Women’s March momentum continues with first ‘Power to the Polls’ rally in Las Vegas
LAS VEGAS – What happens in Las Vegas on Sunday won’t stay in Las Vegas.
Or at least that’s what organizers of the Women’s March are hoping after their first ever “#PowertothePolls” activation in Nevada, which was designed to both celebrate and build on the momentum of last year’s Inaugural Women’s March.
Crowds of people flocked to Sam Boyd Stadium as early as 5:30 a.m. in crisp desert temperatures for the event, which officially began at 10 a.m. PT.
“We marched with all sisters in DC last year, we had to come here,” said Paula Beaty, 53, of Durham, North Carolina, who came dressed in matching suffragette outfits with her older sister Elizabeth Beaty, 59.
“We want to remind people of those women who came before us who went to jail, were force-fed, tortured basically so we could have these every day rights,” Elizabeth added. “we cannot let this stand, we have got to fight back and we have to vote.”
This year, the main Women’s March organizers — who spent much of 2017 uniting as many people as they could for 2018 — have a goal of turning the movement’s momentum into political action. They hope to register 1 million voters in 2018.
The rally comes a day after hundreds of thousands of marchers filled streets in Washington and several other major cites Saturday on the anniversary of President Donald Trump’s Inauguration. It also comes two days after the government shutdown as congressional leaders from both parties try to reach a deal to fund the government and find a fix for the Deferred Action for Childhood Arrivals (DACA) program, which granted legal status to undocumented immigrants who came to the US with their parents.
Nevada has a large immigrant population. Several thousand Nevada residents from El Salvador will likely become deportable in September 2019, the Las Vegas Sun reported earlier this month, following the Trump administration’s decision to end temporary protected status for citizens of El Salvador.
The state was among the few swing states to go Hillary Clinton’s direction in 2016. Now, it’s poised to play an important role as a battleground state in 2018, as Republican Sen. Dean Heller fights to keep his seat and Republican Gov. Brian Sandoval, who is term-limited, prepares to exit.
Last year, Las Vegas was also the site of the deadliest mass shooting in modern US history, an event that reignited a simmering debate over gun control last year.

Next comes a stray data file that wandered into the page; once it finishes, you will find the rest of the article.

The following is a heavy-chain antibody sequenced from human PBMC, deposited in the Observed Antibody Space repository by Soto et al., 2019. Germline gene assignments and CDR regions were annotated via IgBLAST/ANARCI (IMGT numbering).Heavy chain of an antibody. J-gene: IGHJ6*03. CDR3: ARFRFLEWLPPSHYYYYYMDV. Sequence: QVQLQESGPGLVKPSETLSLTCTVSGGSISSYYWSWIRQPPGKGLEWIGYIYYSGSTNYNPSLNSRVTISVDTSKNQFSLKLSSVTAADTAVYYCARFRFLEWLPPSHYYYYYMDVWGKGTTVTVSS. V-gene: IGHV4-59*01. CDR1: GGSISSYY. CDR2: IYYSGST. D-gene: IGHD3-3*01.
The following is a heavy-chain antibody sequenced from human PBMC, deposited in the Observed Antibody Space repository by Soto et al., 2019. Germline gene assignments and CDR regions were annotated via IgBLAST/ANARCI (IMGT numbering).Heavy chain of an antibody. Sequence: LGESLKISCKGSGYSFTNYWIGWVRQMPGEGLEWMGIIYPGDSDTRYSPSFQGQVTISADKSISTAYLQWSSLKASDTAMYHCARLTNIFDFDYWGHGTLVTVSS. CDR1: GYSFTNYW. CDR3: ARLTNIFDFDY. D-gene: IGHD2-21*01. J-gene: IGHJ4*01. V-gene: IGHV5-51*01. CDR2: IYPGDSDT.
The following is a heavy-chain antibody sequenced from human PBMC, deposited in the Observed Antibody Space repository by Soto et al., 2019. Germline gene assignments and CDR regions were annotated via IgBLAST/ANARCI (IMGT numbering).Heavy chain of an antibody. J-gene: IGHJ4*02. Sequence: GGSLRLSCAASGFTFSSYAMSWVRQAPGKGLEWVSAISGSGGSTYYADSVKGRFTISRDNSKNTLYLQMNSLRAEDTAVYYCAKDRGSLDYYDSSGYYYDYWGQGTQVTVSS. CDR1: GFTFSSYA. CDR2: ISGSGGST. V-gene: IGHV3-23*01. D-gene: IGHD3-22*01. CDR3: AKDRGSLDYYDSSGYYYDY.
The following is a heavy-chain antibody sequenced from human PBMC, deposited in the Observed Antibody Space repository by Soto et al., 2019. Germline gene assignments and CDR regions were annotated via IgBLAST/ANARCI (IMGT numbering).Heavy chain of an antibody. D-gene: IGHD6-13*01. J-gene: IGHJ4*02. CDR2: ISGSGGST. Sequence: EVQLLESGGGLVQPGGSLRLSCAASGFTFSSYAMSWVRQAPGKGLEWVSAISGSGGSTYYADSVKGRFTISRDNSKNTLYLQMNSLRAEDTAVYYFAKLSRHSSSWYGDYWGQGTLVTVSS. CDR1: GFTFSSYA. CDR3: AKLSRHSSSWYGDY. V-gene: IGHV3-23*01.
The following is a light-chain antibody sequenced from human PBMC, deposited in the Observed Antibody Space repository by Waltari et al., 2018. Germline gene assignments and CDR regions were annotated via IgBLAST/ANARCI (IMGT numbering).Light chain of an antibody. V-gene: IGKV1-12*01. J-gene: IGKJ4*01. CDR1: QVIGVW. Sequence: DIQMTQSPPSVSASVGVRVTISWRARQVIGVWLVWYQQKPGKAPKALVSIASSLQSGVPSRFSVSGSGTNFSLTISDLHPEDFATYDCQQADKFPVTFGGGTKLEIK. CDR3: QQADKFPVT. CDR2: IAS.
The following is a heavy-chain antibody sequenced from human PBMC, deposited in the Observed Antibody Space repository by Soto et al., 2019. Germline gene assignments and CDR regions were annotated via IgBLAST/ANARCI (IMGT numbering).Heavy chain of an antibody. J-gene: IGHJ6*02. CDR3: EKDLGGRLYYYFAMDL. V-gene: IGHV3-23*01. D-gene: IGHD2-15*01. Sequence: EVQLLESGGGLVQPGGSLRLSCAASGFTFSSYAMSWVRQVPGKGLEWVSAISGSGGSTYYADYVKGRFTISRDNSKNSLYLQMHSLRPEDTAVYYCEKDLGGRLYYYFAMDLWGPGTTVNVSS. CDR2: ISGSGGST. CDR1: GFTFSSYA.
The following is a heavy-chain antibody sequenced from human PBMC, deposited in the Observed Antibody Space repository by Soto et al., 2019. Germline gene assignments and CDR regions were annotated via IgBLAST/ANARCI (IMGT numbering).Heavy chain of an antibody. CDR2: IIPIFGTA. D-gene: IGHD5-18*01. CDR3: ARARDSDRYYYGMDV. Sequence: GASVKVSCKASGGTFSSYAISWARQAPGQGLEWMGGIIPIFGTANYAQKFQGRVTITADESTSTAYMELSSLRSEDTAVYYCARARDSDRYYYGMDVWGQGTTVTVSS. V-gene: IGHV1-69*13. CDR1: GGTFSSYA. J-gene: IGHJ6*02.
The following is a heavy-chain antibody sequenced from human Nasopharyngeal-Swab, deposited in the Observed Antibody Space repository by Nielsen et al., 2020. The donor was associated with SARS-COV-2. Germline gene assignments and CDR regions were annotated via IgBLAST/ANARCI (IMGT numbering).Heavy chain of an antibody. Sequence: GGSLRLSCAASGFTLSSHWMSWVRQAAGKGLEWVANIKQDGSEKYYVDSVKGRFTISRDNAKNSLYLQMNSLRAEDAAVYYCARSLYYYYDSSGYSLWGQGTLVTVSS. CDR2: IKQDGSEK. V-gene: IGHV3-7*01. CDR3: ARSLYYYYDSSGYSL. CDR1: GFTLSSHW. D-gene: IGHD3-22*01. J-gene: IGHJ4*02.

All these factors — coupled with the large Women’s March network in Nevada — helped influence the decision, Linda Sarsour, a Women’s March co-organizer, told CNN last week.
“Nevada is a big melting pot,” Sheila Sowltow, a 49-year-old Las Vegas resident, said. “One thing that makes us so important is our diversity. And we are a swing state, we can have an impact.”
Sowltow, who is a self-proclaimed “voting nerd,” said voting is something “we all take for granted, and we shouldn’t.”
“I think the change we saw in Virginia, New Jersey and Alabama has really motivated people,” she said. “And showed there is change to be had and we are making it happen. We [women] are over half the population, people should know we are here.”
Some came from other battleground states to Nevada to show their support and get energized for 2018.
Bordy Brilling, 66, came from Scottsdale, Arizona, to attend the rally with a high school friend, who lives in Nevada.
“My New Year’s resolution was to get more involved,” she said. “I know this event will get me more excited, but I hope it also gives me more purpose when I go back to Arizona.”
She said it’s especially important to her as a resident of a red state, where Sen. Jeff Flake’s seat is up for grabs.
Ahead of the start of the event, organizations — including national organizations like Planned Parenthood and OFA, as well as local groups like Our Revolution — set up and walked around passing out free swag, encouraging people to vote and sign up for their mailing lists. Meanwhile, volunteers readied the stage for the line up of speakers, which includes Planned Parenthood President Cecile Richards, Democratic Rep. John Lewis of Georgia and musician Cher.
Democratic Sen. Elizabeth Warren of Massachusetts, who was announced as an honorary co-chair of the Women’s March with Lewis, will not be in attendance. However, she will be featured in a video message that will be played during the event. There will also be live performances by Faith Evans and Ledisi.
Early attendees nabbed spots in the bleachers as close to the stage as possible, and mingled with one another as they waited for the event start.